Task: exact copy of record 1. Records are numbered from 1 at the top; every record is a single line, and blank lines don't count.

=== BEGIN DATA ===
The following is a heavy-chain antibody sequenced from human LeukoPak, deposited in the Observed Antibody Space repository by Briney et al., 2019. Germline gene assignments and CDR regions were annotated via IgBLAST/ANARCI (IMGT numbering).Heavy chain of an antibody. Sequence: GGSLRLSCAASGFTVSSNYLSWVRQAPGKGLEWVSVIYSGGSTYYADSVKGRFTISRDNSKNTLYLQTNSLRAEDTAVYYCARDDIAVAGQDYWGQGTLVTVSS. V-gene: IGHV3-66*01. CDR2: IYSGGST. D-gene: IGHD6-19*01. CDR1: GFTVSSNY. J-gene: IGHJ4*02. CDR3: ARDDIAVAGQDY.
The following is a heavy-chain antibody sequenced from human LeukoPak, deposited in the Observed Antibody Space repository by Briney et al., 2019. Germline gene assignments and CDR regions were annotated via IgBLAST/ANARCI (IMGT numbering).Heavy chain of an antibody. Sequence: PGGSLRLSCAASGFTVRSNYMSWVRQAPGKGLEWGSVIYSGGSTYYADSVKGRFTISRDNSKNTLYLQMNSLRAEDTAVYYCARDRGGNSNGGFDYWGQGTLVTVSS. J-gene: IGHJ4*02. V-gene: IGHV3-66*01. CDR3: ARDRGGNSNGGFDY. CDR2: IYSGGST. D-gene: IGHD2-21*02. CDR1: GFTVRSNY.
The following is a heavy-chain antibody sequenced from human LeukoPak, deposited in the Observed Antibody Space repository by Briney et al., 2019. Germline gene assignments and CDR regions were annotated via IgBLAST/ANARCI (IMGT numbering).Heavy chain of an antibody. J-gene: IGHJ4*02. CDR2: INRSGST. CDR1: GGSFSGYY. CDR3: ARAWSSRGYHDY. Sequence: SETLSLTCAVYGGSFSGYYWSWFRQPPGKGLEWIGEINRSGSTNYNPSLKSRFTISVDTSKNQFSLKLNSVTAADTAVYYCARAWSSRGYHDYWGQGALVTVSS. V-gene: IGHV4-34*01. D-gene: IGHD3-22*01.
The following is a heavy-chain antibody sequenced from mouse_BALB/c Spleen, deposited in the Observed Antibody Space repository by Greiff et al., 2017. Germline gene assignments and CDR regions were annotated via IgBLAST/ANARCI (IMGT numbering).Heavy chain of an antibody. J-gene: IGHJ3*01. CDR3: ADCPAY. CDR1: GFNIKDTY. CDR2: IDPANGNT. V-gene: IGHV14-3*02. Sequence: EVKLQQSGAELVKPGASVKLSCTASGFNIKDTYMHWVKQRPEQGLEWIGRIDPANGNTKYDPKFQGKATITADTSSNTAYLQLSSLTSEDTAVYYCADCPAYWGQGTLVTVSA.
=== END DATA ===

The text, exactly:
The following is a heavy-chain antibody sequenced from human LeukoPak, deposited in the Observed Antibody Space repository by Briney et al., 2019. Germline gene assignments and CDR regions were annotated via IgBLAST/ANARCI (IMGT numbering).Heavy chain of an antibody. Sequence: GGSLRLSCAASGFTVSSNYLSWVRQAPGKGLEWVSVIYSGGSTYYADSVKGRFTISRDNSKNTLYLQTNSLRAEDTAVYYCARDDIAVAGQDYWGQGTLVTVSS. V-gene: IGHV3-66*01. CDR2: IYSGGST. D-gene: IGHD6-19*01. CDR1: GFTVSSNY. J-gene: IGHJ4*02. CDR3: ARDDIAVAGQDY.